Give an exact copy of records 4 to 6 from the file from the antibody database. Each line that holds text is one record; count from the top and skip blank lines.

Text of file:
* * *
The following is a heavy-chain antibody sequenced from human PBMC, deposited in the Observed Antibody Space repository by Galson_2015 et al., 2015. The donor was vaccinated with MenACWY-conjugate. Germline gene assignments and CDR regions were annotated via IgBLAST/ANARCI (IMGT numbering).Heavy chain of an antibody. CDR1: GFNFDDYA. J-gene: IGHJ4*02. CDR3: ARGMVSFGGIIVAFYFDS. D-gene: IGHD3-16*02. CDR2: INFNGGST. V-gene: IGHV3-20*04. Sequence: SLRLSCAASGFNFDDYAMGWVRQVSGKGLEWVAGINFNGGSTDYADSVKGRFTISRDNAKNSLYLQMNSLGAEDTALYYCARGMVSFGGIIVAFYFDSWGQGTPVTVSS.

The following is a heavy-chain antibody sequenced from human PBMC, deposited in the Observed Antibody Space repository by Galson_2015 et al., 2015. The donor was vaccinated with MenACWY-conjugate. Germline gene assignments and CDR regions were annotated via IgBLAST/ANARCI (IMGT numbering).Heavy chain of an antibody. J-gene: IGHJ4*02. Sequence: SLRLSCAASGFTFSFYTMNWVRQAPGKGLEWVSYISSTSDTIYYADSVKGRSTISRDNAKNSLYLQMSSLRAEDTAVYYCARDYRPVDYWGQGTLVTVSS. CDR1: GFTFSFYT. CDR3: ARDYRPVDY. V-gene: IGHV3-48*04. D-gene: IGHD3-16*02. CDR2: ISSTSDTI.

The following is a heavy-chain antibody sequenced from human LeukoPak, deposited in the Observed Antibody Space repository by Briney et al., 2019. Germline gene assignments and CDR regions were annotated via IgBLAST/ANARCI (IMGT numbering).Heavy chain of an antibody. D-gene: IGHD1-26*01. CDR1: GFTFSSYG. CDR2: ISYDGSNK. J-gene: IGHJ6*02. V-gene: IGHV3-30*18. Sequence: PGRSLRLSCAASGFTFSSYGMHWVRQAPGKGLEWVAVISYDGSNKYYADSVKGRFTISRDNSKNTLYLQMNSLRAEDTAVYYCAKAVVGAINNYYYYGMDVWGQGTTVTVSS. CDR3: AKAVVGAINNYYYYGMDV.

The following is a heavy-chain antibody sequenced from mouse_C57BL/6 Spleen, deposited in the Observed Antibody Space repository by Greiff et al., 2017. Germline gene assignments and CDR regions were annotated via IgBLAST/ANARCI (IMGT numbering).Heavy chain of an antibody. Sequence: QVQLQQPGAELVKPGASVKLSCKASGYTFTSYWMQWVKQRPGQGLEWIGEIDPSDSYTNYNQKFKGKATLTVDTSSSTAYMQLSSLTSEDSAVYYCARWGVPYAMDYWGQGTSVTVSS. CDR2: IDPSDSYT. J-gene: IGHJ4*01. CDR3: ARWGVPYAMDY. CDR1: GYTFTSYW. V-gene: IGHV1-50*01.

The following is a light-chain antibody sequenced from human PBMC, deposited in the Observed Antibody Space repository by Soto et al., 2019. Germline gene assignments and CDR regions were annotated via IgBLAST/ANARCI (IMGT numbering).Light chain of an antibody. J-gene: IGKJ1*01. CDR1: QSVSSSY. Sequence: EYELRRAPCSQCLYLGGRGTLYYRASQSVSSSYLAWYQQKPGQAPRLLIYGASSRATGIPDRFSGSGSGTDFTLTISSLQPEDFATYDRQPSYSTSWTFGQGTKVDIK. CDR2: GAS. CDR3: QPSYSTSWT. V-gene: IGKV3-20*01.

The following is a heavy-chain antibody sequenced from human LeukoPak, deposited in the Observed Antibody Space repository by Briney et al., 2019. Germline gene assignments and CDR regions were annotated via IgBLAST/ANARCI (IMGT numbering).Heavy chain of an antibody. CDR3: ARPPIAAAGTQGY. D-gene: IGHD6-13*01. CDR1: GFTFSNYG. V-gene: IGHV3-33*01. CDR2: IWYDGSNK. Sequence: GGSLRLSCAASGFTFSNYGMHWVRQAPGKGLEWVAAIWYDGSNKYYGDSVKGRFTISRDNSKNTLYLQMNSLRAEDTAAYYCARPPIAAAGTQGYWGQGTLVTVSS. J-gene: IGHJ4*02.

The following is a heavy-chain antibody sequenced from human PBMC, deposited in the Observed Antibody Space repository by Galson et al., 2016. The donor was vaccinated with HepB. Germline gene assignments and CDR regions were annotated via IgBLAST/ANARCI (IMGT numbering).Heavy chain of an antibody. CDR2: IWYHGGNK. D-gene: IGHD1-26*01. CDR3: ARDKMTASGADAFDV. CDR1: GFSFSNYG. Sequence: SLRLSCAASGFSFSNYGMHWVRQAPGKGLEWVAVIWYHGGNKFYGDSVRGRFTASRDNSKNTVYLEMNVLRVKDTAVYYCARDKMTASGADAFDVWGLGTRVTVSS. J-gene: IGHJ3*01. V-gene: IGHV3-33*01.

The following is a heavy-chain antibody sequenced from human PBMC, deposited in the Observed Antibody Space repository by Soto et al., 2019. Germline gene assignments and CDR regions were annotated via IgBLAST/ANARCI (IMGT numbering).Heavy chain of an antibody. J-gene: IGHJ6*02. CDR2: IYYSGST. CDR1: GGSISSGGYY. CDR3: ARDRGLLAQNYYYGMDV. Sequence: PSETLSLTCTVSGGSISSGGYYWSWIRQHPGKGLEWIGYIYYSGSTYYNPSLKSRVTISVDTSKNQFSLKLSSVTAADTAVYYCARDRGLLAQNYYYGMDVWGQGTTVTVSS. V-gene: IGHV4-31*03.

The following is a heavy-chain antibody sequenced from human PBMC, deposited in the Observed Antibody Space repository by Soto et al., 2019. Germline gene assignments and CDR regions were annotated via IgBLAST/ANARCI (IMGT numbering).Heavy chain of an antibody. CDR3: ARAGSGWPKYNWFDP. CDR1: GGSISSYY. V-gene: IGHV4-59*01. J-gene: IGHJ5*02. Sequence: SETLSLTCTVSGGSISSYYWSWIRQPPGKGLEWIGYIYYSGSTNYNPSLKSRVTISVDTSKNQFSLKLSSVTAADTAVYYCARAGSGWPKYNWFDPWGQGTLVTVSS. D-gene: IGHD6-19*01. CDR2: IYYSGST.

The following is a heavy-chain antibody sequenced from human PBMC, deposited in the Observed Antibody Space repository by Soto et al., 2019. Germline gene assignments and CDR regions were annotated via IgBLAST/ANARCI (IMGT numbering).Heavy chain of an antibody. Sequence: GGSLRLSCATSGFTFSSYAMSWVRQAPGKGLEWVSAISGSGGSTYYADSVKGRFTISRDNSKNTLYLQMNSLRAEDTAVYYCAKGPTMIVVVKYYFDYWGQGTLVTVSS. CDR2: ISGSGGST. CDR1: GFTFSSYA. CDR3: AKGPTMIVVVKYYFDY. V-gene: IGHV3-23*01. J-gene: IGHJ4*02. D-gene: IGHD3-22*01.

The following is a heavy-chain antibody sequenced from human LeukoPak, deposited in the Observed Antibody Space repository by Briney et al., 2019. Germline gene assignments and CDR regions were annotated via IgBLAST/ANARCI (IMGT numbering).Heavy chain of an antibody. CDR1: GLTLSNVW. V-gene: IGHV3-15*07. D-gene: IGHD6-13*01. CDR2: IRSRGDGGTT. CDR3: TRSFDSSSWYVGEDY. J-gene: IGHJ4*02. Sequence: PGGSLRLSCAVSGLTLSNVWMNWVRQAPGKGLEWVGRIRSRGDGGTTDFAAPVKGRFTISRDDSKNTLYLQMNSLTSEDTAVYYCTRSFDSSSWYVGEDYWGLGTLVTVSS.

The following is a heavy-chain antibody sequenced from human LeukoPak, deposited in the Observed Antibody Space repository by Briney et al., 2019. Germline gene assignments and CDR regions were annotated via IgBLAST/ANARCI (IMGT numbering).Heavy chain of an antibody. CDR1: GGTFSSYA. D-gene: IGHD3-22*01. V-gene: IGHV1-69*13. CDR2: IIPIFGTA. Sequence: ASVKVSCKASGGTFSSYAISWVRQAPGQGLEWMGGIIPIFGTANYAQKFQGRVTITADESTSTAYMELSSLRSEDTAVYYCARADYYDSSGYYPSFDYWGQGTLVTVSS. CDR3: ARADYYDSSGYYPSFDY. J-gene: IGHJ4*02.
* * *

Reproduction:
The following is a heavy-chain antibody sequenced from mouse_C57BL/6 Spleen, deposited in the Observed Antibody Space repository by Greiff et al., 2017. Germline gene assignments and CDR regions were annotated via IgBLAST/ANARCI (IMGT numbering).Heavy chain of an antibody. Sequence: QVQLQQPGAELVKPGASVKLSCKASGYTFTSYWMQWVKQRPGQGLEWIGEIDPSDSYTNYNQKFKGKATLTVDTSSSTAYMQLSSLTSEDSAVYYCARWGVPYAMDYWGQGTSVTVSS. CDR2: IDPSDSYT. J-gene: IGHJ4*01. CDR3: ARWGVPYAMDY. CDR1: GYTFTSYW. V-gene: IGHV1-50*01.

The following is a light-chain antibody sequenced from human PBMC, deposited in the Observed Antibody Space repository by Soto et al., 2019. Germline gene assignments and CDR regions were annotated via IgBLAST/ANARCI (IMGT numbering).Light chain of an antibody. J-gene: IGKJ1*01. CDR1: QSVSSSY. Sequence: EYELRRAPCSQCLYLGGRGTLYYRASQSVSSSYLAWYQQKPGQAPRLLIYGASSRATGIPDRFSGSGSGTDFTLTISSLQPEDFATYDRQPSYSTSWTFGQGTKVDIK. CDR2: GAS. CDR3: QPSYSTSWT. V-gene: IGKV3-20*01.

The following is a heavy-chain antibody sequenced from human LeukoPak, deposited in the Observed Antibody Space repository by Briney et al., 2019. Germline gene assignments and CDR regions were annotated via IgBLAST/ANARCI (IMGT numbering).Heavy chain of an antibody. CDR3: ARPPIAAAGTQGY. D-gene: IGHD6-13*01. CDR1: GFTFSNYG. V-gene: IGHV3-33*01. CDR2: IWYDGSNK. Sequence: GGSLRLSCAASGFTFSNYGMHWVRQAPGKGLEWVAAIWYDGSNKYYGDSVKGRFTISRDNSKNTLYLQMNSLRAEDTAAYYCARPPIAAAGTQGYWGQGTLVTVSS. J-gene: IGHJ4*02.